Posted by: SJS | August 16, 2017

Red Stahley fought the Nazis in 1944. He’d be plenty upset today.

As a 19-year old newly minted PT radioman, my father was assigned to various PT bases in North Africa and on Mediterranean islands.  His first taste of war arrived with German fighter planes strafing Allied positions on sea and land.  As a part of the distinguished PT  Squadron (Ron) 15, he played a role in the invasion of Southern France which occurred in the late summer of 1944.  In conjunction with British and French troops, the liberation of France begun on D-Day (June 6, 1944) continued with the Allied thrust along the Mediterranean coast.  Red’s early experience of war, of which I know very little, had a major impact on his young life and shook him the core of his being.

One of my strongest memories from childhood is how powerfully he would react to any image of the Swastika–the infamous symbol on the German flag from the war years.  Nothing would set him off more quickly than seeing that symbol which triggered memories of loss, suffering, and hate.  When we moved to a new neighborhood in Philadelphia in 1964 that had a heavy concentration of Jewish families, some vandals were carving swastikas in wet cement and spray painting it on some nearby houses.  All I can say is that those punks were lucky that my father never caught them; his fury was like a churning fire.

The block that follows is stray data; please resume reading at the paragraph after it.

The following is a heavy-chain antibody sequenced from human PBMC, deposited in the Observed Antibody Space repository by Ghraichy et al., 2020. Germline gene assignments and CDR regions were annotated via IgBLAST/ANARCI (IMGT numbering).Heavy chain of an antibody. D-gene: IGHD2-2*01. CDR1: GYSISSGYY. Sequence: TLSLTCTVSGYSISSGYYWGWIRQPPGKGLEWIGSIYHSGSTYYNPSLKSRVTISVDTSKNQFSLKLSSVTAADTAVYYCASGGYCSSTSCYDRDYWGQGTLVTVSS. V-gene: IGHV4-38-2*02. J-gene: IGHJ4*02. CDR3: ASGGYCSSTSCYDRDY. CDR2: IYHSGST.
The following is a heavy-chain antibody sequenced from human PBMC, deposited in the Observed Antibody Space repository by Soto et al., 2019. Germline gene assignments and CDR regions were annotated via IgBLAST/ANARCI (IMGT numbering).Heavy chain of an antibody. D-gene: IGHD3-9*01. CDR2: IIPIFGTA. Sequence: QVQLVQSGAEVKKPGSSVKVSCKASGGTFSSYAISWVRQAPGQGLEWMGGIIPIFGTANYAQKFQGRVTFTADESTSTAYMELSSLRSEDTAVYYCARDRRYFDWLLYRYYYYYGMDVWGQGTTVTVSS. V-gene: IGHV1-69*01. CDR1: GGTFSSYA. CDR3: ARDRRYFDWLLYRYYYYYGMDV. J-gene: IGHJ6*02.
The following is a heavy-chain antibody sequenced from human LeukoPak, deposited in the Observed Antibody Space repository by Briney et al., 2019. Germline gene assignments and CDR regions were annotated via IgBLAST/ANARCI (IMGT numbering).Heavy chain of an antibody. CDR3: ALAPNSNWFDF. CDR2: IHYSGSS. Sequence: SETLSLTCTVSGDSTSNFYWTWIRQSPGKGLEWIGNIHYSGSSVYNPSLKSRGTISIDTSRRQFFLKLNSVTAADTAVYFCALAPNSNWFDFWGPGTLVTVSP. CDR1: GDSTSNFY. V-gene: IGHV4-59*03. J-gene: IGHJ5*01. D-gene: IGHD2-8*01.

The recent ugliness, mayhem, and murder in Charlottesville, VA, would have offended my father deeply.  Seeing armed Neo-Nazis running around with swastika flags in the company of Klansmen and other assorted segments of white trash would have pushed him to the brink.   And living in the United States with a Nazi sympathizer in the White House?  Listening to a Commander in Chief who enables hate groups and counts White Supremacists as his closest advisers?  I shudder to think of the things he would be saying about all of this vile hatred and racial bigotry that have been unleashed by the current occupant of 1600 Pennsylvania Avenue.

May the spirit that animated the Greatest Generation rise anew in our country so that we might reclaim the qualities that have always made America great–tolerance, benevolence, courage, and respect for others.


  1. My dad would also be upset. He was in North Africa and Italy.

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